Chronic deprivation of glucose or oxygen induces a stress protein system previously referred to as the glucose-regulated proteins (grps). Subsequent addition of glucose or oxygen (i.e., releasing the cell from the deprived state) induces the heat shock protein system. The abundance of these proteins may be valuable in assessing the physiologic state of a tissue with respect to oxygen or glucose levels. We have shown previously that the expression of the heat shock proteins are associated with the phenomenon of thermotolerance. In this proposal we present data which show that the glucose-regulated protein-induced state confers a tolerance to the drug adriamycin. In this proposal we will: (1) more rigorously describe the degree of adriamycin resistance induced by glucose deprivation and grp induction and examine other methods of inducing the grps to determine if the association with adriamycin resistance follows; (2) investigate the possibility that the grp-induced state is related to the phenomenon of """"""""multi-drug resistance"""""""" (of which the appearance of the P-glycoprotein is one property). We will see if grp induction results in resistance to other compounds including vinblastine, actinomycin D, and colchicine and if the P-glycoprotein is a grp (i.e., identical to the major grp of the same molecular weight); and (3) examine the induction of the glucose-regulated and heat shock proteins in tumors in situ. Since grps are induced by anoxia and glucose deprivation, are they induced in tumors where a restricted blood flow can lead to an analogous environment? We will examine this question using EMT6 and RIF tumor systems. Lastly, does reoxygeneration in situ induce the heat shock proteins? We will utilize antibodies against these proteins to study the microanatomy of oxygen or glucose deprivation. Since oxygen and/or nutrient deprivation can occur during tumor development this proposal has important implications in tumor biology wherein a potentially restricted nutrient/oxygen supply and increased glucose usage by cancer cells could result in the differential induction of the glucose-regulated proteins between normal and tumor tissue. (W)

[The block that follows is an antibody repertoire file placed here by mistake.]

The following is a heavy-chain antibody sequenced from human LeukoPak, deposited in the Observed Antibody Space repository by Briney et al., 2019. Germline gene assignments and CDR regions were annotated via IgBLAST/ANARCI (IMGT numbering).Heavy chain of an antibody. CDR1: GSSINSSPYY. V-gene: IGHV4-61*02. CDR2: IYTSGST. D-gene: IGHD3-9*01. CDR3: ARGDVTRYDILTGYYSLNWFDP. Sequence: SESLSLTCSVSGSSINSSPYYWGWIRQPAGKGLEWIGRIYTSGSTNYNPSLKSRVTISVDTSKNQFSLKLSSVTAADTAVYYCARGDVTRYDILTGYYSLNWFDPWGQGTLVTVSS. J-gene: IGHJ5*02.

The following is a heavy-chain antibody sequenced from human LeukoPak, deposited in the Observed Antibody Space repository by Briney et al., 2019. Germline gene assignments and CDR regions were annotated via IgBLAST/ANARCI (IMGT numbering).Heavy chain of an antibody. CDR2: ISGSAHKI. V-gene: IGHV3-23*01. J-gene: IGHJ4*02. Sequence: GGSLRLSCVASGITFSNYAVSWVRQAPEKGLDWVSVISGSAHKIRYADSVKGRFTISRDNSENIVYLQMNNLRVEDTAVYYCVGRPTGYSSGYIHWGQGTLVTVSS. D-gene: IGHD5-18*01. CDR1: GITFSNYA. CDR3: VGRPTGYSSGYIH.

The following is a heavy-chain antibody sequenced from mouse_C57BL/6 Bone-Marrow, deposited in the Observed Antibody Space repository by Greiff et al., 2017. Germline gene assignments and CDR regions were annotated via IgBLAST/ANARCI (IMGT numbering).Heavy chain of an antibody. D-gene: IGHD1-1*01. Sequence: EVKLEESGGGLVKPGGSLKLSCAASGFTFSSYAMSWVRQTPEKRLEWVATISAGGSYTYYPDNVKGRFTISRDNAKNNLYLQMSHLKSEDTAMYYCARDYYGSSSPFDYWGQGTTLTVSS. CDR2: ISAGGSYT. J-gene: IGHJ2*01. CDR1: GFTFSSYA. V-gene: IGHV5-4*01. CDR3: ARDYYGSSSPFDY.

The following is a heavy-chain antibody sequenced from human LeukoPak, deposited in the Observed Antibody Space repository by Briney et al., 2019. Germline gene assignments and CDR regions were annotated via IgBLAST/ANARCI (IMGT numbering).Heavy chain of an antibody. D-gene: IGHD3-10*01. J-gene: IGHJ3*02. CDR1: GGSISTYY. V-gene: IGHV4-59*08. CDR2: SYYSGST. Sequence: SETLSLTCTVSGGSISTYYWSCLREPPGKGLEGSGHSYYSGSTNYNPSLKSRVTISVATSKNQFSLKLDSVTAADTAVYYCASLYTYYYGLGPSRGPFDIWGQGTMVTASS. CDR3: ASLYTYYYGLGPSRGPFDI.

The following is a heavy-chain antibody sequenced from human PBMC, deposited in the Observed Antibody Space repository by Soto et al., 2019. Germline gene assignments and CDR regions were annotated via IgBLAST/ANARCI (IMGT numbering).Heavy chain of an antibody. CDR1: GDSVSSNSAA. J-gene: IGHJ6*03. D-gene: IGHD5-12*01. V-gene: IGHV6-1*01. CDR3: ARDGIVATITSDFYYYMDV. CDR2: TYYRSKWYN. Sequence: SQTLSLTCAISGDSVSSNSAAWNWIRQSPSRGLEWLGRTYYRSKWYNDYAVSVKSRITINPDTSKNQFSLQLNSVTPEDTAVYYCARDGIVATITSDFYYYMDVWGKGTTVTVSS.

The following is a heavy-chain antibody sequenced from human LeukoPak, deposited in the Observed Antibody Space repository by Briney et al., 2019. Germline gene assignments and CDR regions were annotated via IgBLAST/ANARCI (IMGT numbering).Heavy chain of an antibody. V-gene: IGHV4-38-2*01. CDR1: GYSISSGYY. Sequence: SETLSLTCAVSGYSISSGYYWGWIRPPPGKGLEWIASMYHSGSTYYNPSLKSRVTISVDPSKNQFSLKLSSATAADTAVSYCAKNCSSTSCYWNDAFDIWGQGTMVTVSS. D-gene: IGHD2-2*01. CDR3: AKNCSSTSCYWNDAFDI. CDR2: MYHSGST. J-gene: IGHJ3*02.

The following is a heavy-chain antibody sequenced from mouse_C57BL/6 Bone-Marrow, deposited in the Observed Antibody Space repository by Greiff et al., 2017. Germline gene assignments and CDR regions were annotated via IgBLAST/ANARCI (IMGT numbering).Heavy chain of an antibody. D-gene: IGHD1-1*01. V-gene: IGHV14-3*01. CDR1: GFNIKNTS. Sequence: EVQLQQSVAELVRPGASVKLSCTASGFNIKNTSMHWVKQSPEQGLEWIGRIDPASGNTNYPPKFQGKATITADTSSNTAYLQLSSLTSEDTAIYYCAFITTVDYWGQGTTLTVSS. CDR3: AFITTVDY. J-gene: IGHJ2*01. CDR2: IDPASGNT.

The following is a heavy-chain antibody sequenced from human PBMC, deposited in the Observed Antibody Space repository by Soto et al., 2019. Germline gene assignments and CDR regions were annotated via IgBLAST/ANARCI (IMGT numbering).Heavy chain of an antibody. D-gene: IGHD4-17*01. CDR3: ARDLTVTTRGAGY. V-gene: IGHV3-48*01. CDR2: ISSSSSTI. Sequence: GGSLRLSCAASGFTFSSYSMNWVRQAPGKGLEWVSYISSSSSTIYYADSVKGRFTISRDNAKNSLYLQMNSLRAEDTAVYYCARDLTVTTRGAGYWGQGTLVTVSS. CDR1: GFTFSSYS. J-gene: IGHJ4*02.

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National Cancer Institute (NCI)
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Radiation Study Section (RAD)
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Roswell Park Cancer Institute Corp
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Cai, J W; Henderson, B W; Shen, J W et al. (1993) Induction of glucose regulated proteins during growth of a murine tumor. J Cell Physiol 154:229-37
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